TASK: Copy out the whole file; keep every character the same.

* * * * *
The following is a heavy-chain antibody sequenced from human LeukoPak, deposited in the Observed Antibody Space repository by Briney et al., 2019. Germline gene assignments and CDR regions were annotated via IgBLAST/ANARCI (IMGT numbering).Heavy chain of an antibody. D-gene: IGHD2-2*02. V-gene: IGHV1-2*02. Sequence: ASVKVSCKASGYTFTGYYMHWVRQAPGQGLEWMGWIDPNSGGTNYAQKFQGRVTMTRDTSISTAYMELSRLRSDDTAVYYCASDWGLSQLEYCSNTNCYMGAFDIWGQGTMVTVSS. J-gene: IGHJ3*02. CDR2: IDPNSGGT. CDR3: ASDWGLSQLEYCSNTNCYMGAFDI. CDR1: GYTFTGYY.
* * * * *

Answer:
The following is a heavy-chain antibody sequenced from human LeukoPak, deposited in the Observed Antibody Space repository by Briney et al., 2019. Germline gene assignments and CDR regions were annotated via IgBLAST/ANARCI (IMGT numbering).Heavy chain of an antibody. D-gene: IGHD2-2*02. V-gene: IGHV1-2*02. Sequence: ASVKVSCKASGYTFTGYYMHWVRQAPGQGLEWMGWIDPNSGGTNYAQKFQGRVTMTRDTSISTAYMELSRLRSDDTAVYYCASDWGLSQLEYCSNTNCYMGAFDIWGQGTMVTVSS. J-gene: IGHJ3*02. CDR2: IDPNSGGT. CDR3: ASDWGLSQLEYCSNTNCYMGAFDI. CDR1: GYTFTGYY.